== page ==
The government did not provide printed forms or even paper until 1830. It was up to each assistant to copy his census return on whatever paper he could find and post it in two public places in his assigned area. Those who saw and could read them were supposed to check for discrepancies or omissions. The highest pay rate, two cents per person, barely covered expenses, especially where settlers were scattered and living in places that were difficult to find or access.

The jurisdictions of the thirteen original states stretched over an area of seventeen present-day states. Census schedules survive for only two-thirds of those states. The surviving schedules were indexed by state and published by the Bureau of the Census in the early 1900s. Bureau of the Census, Heads of Families at the First Census of the United States Taken in the Year 1790, 12 vols. (Washington, D.C.: Government Printing Office, 1908), can be found in most research libraries; it has been reprinted by various publishers over the years.

Both the original and printed 1790 census schedules are available on microfilm for Connecticut, Maine (then part of Massachusetts), Maryland, Massachusetts, New Hampshire, New York, North Carolina, Pennsylvania, Rhode Island, South Carolina, and Vermont. The schedules for Delaware, Georgia, Kentucky, New Jersey, Tennessee, and Virginia were burned during the War of 1812 (there are substitutes for most of these). Published and microfilmed 1790 schedules for Virginia were reconstructed from state enumerations and tax lists.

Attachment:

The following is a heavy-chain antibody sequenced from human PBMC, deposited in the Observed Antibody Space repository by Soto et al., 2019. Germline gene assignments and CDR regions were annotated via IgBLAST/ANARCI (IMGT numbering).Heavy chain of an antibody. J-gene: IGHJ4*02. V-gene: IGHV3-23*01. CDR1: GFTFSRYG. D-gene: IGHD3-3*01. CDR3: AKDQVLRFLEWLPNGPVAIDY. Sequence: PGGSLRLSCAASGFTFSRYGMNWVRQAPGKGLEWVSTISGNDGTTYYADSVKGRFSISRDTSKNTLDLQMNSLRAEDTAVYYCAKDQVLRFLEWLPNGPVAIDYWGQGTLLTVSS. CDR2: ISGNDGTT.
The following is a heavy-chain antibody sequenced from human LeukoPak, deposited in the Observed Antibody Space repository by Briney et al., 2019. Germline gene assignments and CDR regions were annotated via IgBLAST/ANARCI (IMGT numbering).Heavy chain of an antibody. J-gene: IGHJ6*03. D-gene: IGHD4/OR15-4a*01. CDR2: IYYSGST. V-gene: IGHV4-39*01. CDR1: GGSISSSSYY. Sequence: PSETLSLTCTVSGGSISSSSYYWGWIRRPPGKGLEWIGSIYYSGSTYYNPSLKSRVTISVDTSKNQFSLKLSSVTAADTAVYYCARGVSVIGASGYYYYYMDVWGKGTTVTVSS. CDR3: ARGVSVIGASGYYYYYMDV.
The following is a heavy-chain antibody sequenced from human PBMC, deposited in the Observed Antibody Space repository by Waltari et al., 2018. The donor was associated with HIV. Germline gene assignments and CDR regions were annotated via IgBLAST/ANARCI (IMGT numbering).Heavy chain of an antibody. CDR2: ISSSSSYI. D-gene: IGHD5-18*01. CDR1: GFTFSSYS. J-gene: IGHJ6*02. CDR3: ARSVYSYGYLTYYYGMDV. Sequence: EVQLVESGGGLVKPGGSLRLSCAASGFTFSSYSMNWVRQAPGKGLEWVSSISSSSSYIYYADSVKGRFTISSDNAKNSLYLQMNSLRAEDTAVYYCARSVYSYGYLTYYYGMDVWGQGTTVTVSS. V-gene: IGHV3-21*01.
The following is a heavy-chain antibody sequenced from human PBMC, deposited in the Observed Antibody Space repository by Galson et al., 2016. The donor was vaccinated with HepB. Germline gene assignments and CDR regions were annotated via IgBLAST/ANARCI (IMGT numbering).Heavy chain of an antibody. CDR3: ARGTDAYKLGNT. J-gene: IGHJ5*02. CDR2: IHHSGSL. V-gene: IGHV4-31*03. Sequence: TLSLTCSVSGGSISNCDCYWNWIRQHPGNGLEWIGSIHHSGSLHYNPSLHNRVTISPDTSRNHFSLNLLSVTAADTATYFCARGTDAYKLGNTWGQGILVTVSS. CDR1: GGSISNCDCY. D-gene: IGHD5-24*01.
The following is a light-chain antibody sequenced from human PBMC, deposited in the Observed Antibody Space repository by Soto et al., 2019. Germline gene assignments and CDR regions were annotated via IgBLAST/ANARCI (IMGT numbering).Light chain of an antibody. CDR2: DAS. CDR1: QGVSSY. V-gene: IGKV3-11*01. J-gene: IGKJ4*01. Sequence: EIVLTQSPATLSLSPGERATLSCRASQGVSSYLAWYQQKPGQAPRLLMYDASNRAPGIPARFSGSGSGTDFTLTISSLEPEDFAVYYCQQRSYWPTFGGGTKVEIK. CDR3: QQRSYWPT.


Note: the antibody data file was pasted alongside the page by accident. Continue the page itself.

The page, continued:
Research Tips for the 1790 Census
Because of the availability of the printed 1790 census schedules, researchers tend to overlook the importance of consulting the original schedules, which are readily available on microfilm. As in most cases, the researcher who relies on printed transcripts may miss important information and clues found only in the original version.

The 1790 census records are useful for identifying the locality to be searched for other types of records for a named individual. The 1790 census will, in most cases, help distinguish the target family from others of the same name; identify immediate neighbors who may be related; identify slaveholders; and spot spelling variations of surnames. Free men “of color” are listed as heads of household by name. Slaves appear in age groupings by name of owner. By combining those age groupings with probate inventories and tax list data, it is sometimes possible to determine names of other family members and the birth order of those individuals.